SAN FRANCISCO — Chef and author Anthony Bourdain spent the past seven years traveling the world on his Emmy-winning show No Reservations, taking viewers everywhere from Beirut to Paris to Cleveland. On his new show The Layover, Bourdain brings his food-centric view of the world on a high-speed trip through some of the world’s most iconic cities, showing you what to do if you only have 24 hours there.
Wired.com caught up with Bourdain when he was in San Francisco, after his breakfast of oysters and Chablis at Swan Oyster Depot with Chef Roland Passot of La Folie restaurant, to find out more about The Layover (which premieres Monday on Travel Channel), his film-nerd history and how to optimize your time in a strange city.
Wired.com: What’s the idea behind the new series?
Anthony Bourdain: So much of No Reservations is about me having a self-indulgent good time. A lot of the scenes are things that you just can’t do. So we were thinking, “Can we take the really shopworn informational format that everyone has done, and make it interesting and fun?” This show isn’t that far removed from [Rachael Ray's travel series $40 a Day]. We’re always looking to challenge ourself. How do we take the thing we never wanted to do, and do it our way?
Over the past seven years, we’ve discovered that people are actually planning their vacations around my show. So, this is a show that will actually be useful. Which is something we never considered doing on No Reservations.
Wired.com: How do you keep the storytelling fresh after doing so many shows like this?
Bourdain: Well, it’s a suffocating concept, the food-and-travel show. Every week, I show up somewhere, shove a bunch of food and liquor in my face, and then sum up at the end and go home. So, to find new ways to tell that story, it can be daunting and depressing, or it can be fun. We spend a lot of time to think of ways to do things differently. Can we shoot it backwards? Or in super 8? Or other ways? We aren’t afraid of doing difficult things.
Wired.com: Does that tie into food? Because a lot of chefs you have respect for, they do things the hard way, too. What’s the allure of that?
‘When you go to a place and make food that you’re not proud of for people you don’t like, that’s hell for me.’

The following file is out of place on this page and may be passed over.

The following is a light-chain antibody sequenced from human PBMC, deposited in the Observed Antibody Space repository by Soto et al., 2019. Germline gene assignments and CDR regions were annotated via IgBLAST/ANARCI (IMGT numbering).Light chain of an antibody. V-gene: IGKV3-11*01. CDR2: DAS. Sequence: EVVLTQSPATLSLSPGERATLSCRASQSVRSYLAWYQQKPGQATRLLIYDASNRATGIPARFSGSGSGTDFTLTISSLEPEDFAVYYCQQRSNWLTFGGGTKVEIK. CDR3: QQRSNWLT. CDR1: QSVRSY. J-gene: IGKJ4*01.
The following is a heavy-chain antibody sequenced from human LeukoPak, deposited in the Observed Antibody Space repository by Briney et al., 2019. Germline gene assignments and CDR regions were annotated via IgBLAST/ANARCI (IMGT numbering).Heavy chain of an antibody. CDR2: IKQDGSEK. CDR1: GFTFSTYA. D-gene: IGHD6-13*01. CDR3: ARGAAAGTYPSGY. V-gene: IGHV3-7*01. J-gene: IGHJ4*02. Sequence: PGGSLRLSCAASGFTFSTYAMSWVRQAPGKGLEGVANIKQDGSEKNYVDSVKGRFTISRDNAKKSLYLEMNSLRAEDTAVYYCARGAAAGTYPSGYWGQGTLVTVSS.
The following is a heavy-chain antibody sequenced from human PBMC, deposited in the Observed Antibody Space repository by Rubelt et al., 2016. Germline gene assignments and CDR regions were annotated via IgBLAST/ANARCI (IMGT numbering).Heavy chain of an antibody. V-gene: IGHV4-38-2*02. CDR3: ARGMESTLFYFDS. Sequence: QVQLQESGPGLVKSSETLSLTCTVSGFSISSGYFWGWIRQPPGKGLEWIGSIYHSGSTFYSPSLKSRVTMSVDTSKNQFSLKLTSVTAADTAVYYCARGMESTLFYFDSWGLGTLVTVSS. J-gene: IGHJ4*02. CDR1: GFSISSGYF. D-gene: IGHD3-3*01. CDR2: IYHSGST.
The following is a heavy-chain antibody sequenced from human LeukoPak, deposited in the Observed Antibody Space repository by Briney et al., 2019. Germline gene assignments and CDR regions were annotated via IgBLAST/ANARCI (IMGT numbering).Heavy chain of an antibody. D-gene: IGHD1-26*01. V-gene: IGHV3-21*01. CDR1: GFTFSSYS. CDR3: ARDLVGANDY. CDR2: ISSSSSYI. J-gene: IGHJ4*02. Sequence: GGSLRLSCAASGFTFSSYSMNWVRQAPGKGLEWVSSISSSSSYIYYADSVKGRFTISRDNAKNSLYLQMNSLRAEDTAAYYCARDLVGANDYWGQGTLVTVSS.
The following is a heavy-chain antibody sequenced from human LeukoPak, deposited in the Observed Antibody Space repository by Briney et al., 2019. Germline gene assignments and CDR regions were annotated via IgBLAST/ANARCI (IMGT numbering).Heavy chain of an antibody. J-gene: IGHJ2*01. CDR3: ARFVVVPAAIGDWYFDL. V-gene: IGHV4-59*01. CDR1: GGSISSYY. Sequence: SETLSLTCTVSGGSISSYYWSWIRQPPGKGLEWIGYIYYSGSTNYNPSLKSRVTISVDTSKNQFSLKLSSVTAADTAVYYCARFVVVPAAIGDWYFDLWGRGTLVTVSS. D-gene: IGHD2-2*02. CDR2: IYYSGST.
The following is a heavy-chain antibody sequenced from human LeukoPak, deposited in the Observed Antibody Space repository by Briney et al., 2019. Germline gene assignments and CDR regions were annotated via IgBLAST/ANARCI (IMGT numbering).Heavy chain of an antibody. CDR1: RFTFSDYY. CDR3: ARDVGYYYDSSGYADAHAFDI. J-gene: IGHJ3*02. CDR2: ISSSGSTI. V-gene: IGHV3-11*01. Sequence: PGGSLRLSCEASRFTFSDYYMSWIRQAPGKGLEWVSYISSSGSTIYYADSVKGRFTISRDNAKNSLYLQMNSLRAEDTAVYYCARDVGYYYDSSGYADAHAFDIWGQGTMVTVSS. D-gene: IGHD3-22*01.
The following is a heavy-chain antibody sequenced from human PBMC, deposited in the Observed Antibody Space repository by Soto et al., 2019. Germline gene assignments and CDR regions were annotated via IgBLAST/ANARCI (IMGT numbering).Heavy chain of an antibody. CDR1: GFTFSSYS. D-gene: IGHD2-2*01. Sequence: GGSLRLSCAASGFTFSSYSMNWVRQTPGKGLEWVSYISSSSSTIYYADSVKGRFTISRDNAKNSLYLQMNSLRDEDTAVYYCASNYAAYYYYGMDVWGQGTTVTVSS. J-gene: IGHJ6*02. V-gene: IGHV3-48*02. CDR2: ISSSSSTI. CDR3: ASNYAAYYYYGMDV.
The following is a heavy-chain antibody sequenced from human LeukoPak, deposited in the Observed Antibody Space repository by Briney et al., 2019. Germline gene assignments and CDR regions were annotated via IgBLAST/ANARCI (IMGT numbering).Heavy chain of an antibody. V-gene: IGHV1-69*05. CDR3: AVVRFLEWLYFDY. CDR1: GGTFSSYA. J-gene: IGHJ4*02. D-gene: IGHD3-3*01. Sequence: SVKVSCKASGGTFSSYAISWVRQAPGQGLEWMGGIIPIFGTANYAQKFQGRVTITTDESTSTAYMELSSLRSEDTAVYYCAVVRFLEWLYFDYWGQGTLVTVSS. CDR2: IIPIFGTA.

Bourdain: I watch people do things that are deliberately lazy and bad television. I can’t imagine being able to wake up in the morning doing that kind of job. I’ve done that in restaurants, and it’s soul-destroying. When you go to a place and make food that you’re not proud of for people you don’t like, that’s hell for me. In food and in making this show, it’s respect for people who came before. You honor the people who taught you, who came before. We use films as a template — that’s who we want to rip off. People who all of us film nerds love. We filmed in China, primarily because I’d been watching a lot of Wong Kar-wai films.
Who have we ripped off? Oliver Stone, Robert Rodriguez, Fellini, Antonioni, we’ve done homages that maybe 0.1 percent of 0.1 percent of our audience got. We like movies.
Wired.com: Have you always been a film nerd?
Bourdain: My dad worked when I was a little boy at Willoughby’s in NYC. He’d bring home 16-mm films over the weekend, generally the classics. I grew up looking at picture books of classic films and then seeking them out.
Wired.com: If we were to drop you into a random city where you’d never been, what would you do?
Bourdain: First, research it. There’s going to be a blogger in every city who’s covered some aspect of that city’s cuisine really well. It might be a guy eating street noodles and dumplings in Hong Kong, or street food in Saigon — there’s somebody out there. I always advise going to the central food market first thing in the morning. You see what the products are, and what’s in season, so you know what will be good in restaurants.
But also, there are always little places for the workers, so you can see what they’re eating. That’s what they think is good. And if you go to that sort of place, you’ll be an outsider. Someone will want to talk to you, someone will try out their English on you. And since people are usually proud of their food, they’ll point you to good places to go.
You learn so much so quickly from what people are eating, and in what circumstances. You see them at their most unguarded and welcoming. It’s a fast route to a degree of access you won’t enjoy otherwise.
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